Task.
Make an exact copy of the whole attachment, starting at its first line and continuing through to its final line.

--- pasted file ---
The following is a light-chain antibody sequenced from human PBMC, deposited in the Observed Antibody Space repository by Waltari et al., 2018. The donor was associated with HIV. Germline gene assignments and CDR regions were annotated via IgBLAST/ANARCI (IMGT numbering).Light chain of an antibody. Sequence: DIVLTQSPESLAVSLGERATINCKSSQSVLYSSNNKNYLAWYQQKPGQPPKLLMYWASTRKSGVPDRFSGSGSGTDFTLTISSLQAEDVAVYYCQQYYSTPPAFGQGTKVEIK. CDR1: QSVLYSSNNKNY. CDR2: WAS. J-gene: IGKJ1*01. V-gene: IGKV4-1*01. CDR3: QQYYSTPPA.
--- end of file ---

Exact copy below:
The following is a light-chain antibody sequenced from human PBMC, deposited in the Observed Antibody Space repository by Waltari et al., 2018. The donor was associated with HIV. Germline gene assignments and CDR regions were annotated via IgBLAST/ANARCI (IMGT numbering).Light chain of an antibody. Sequence: DIVLTQSPESLAVSLGERATINCKSSQSVLYSSNNKNYLAWYQQKPGQPPKLLMYWASTRKSGVPDRFSGSGSGTDFTLTISSLQAEDVAVYYCQQYYSTPPAFGQGTKVEIK. CDR1: QSVLYSSNNKNY. CDR2: WAS. J-gene: IGKJ1*01. V-gene: IGKV4-1*01. CDR3: QQYYSTPPA.